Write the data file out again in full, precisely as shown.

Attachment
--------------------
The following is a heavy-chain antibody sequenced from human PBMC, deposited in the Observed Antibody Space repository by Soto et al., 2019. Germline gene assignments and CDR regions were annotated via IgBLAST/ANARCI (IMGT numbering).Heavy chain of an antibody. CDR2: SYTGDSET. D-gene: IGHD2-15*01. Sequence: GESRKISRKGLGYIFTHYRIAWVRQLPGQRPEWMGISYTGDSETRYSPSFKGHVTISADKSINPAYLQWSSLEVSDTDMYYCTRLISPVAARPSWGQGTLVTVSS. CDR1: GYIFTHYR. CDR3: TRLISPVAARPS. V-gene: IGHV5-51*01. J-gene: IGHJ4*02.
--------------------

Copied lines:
The following is a heavy-chain antibody sequenced from human PBMC, deposited in the Observed Antibody Space repository by Soto et al., 2019. Germline gene assignments and CDR regions were annotated via IgBLAST/ANARCI (IMGT numbering).Heavy chain of an antibody. CDR2: SYTGDSET. D-gene: IGHD2-15*01. Sequence: GESRKISRKGLGYIFTHYRIAWVRQLPGQRPEWMGISYTGDSETRYSPSFKGHVTISADKSINPAYLQWSSLEVSDTDMYYCTRLISPVAARPSWGQGTLVTVSS. CDR1: GYIFTHYR. CDR3: TRLISPVAARPS. V-gene: IGHV5-51*01. J-gene: IGHJ4*02.